Refugia would generate its own economy, complemented by income generated from outside through remote work providing digital services such as data processing, coding, graphic design, etc. By mutual agreement, Refugians might work in host states. They would pay taxes to the nation-states within whose territories they live, but also to the wider Refugia polity. A portion of the latter revenue would provide support for those who choose to stay in their regions of origin. This would be similar to the way in which migrant workers today send remittances to friends and family in their home countries on a large scale through self-organized informal money transfer systems like hawala and hundi or through peer-to-peer mobile platforms such as Mpesa, which partly bypass states and banks. This would allow the wealthier parts of Refugia to help support its poorer parts.
As for education, there could be a Refugia international baccalaureate taught digitally through distance learning and recognized across Refugia, as well as by those host states that choose to do so. Education would be a key source of employment.
Refugees would no longer be primarily the responsibility of the nation-state that hosts them, but of a more diffuse entity.
The upshot is that refugees would no longer be primarily the responsibility of the nation-state that hosts them, but of a more diffuse entity. This would be a pragmatic arrangement which can be seen as a kind of secession by mutual agreement: for their part, states—particularly authoritarian and illiberal ones—would see it as in their interest to shuffle off the displacement problem to be managed by the displaced themselves, while the displaced and those seeking an alternative to authoritarianism would relish the prospect of a self-managed new society that they create themselves.
Some may be concerned that this proposal is too utopian to work. But key aspects of Refugia already exist in imperfect form.
In countries that have long hosted large numbers of refugees, such as Jordan, Kenya, and Pakistan, migrants have established tenuous communities on their own. These populations have links with more fortunate kin and friends in global cities further afield where people of diverse ethnicities and backgrounds are thrown together—from Berlin, London, and New York to Istanbul, Johannesburg, and Mumbai.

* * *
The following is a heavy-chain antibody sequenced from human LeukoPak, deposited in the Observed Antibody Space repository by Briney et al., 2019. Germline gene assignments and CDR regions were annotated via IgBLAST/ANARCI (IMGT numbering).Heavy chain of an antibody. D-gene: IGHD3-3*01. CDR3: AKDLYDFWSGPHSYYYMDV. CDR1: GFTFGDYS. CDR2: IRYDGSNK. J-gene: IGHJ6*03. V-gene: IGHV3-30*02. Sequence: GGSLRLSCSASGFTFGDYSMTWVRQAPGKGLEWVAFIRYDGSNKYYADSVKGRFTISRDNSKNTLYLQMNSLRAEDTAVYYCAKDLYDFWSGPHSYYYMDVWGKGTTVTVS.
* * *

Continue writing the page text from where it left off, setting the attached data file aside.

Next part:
Transnationalism is already an enduring solution to displacement and dispersal. Indeed, many diasporic communities already inhabit a kind of transnational space. In some cases, the diasporic populations in metropolises outside a refugee group’s homeland are as large or larger than the population at home. Toronto’s Sri Lankan Tamil population, for example, is at least double that of Jaffna, the Tamils’ cultural capital in Sri Lanka.
Several diaspora groups already have created transnational bodies. The Tamils, for example, have held transnational elections that sustain transnational institutions that provide a degree of representation for diaspora Tamils on the global stage—and could potentially do much more. The technical means of holding such elections are becoming more and more sophisticated. And a prototype of Refugia also exists in the realm of culture, as seen in the transnational mobility of art, music, dance, language, and sport. For the first time, a refugee team competed in the Olympics in 2016—a modest step, but a tacit recognition of a body of people unaffiliated with nation-states.
Part of Refugia also exists in current ideas about and manifestations of refugee cities. One type of idea sees the special economic zones that have been established in many emerging economies to promote trade and manufacturing as a model that can be applied to refugees. The scholars Alexander Betts and Paul Collier, for example, have argued in Foreign Affairs for giving underemployed refugees in Jordan’s Zaatari refugee camp the chance to work in a nearby special economic zone. They suggest that this example could be generalized to form a global solution for mass displacement.